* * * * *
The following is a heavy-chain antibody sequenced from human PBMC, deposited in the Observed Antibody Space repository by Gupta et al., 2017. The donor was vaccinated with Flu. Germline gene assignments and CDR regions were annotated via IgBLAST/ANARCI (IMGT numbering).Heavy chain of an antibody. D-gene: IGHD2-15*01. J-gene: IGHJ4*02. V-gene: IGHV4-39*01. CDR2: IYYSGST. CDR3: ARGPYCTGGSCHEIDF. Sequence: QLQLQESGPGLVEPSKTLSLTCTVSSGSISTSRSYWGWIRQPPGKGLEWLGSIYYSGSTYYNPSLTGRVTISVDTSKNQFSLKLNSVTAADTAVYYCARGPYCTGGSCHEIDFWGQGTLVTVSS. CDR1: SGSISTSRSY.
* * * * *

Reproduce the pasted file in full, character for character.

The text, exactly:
The following is a heavy-chain antibody sequenced from human PBMC, deposited in the Observed Antibody Space repository by Gupta et al., 2017. The donor was vaccinated with Flu. Germline gene assignments and CDR regions were annotated via IgBLAST/ANARCI (IMGT numbering).Heavy chain of an antibody. D-gene: IGHD2-15*01. J-gene: IGHJ4*02. V-gene: IGHV4-39*01. CDR2: IYYSGST. CDR3: ARGPYCTGGSCHEIDF. Sequence: QLQLQESGPGLVEPSKTLSLTCTVSSGSISTSRSYWGWIRQPPGKGLEWLGSIYYSGSTYYNPSLTGRVTISVDTSKNQFSLKLNSVTAADTAVYYCARGPYCTGGSCHEIDFWGQGTLVTVSS. CDR1: SGSISTSRSY.